Page One

Demolition Work Raises Questions in West Berkeley

By Riya Bhattacharjee
Tuesday August 28, 2007

A group of Berkeley residents are questioning why the windows of a building at 1050 Parker St. are being dismantled prior to the building getting a demolition use permit from the Zoning Adjustments Board (ZAB). Demolition permits for any building over 40 years old in a commercial zone must first be reviewed by the Landmarks Preservation Commission to determine whether it has any historic significance. 

Neighborhood business owners and residents said they were perplexed when the tall metal-sash multi-light windows went missing from the unoccupied one-story World War II-era building last month. 

The property, formerly owned by Pastor Gordon W. Choyce Sr., was recently purchased by San Rafael-based Wareham Developers. 

Choyce, who heads Jubilee Restoration—the charitable arm of Berkeley’s Missionary Church of God in Christ—had purchased the property along with several others to demolish them all and build Jubilee Village, a large affordable housing project. 

The project stalled in 2004 due to an investigation into Jubilee and the federal government withdrawing funding for the project. It was alleged at the time that the organization had been diverting federal funds. 

Wareham, who own the Fantasy Records building on Tenth Street, has recently applied for a demolition permit for the site, leading to speculation that the dismantling of the windows might serve a larger purpose. 

“It’s obvious to me that someone is attempting to take away any character-defining features from the building so that they can get the demolition permit,” said Berkeley Landmarks Commissioner Carrie Olson, “so that when it comes before the Landmarks Commission, we will say, ‘Oh what a dump’ and approve the permit.”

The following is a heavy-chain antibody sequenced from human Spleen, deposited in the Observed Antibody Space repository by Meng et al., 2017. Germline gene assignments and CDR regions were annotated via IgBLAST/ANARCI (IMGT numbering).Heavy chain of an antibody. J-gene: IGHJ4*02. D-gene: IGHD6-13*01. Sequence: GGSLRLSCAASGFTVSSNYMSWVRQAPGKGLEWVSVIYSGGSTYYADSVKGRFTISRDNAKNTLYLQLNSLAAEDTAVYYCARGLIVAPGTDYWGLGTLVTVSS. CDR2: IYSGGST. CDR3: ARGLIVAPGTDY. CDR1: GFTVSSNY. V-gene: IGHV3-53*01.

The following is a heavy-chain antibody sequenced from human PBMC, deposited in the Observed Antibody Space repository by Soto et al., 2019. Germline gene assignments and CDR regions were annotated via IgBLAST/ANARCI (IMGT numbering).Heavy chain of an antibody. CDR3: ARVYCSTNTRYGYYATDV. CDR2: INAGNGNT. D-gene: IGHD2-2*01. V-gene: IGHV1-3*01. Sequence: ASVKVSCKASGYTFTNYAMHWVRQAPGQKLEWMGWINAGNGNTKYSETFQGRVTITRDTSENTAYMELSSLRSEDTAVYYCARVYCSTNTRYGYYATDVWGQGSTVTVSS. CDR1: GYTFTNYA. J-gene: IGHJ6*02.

Darrell de Tienne, who is representing Wareham, told the Planet Thursday that the windows were removed as part of an abatement process. 

“We had to do it to remove the asbestos from the building,” he said. “We have not started demolishing anything yet.” 

De Tienne said that there were no concrete plans for the site after the building is demolished. 

“It’s possible that it could be linked to Fantasy Records and used for parking or something,” he said. 

Laurie Bright, who owns the neighboring D & L Engines, said that the demolition had taken place during the night.  

“I am extremely suspicious of what’s going on,” he said. “The building’s been sitting there for four years and it has never been vandalized. Then suddenly someone starts tearing down the windows. It’s sitting there empty, open to weather, vandalism and graffiti. There’s nothing left but the shell. Any chance to re-use the building is lost.” 

Olson told the Planet that she had requested a stop-work order from the city’s Code Enforcement Division last week. 

Wendy Cosin, Berkeley’s deputy planning director, told the Planet that a staff shortage had prevented the order from being sent out. 

“It’s my belief that there’s no work going on there now,” she said. 


Photograph by Richard Brenneman. 

Demolition work on the windows of this World War II-era building at Tenth and Parker streets has drawn criticism.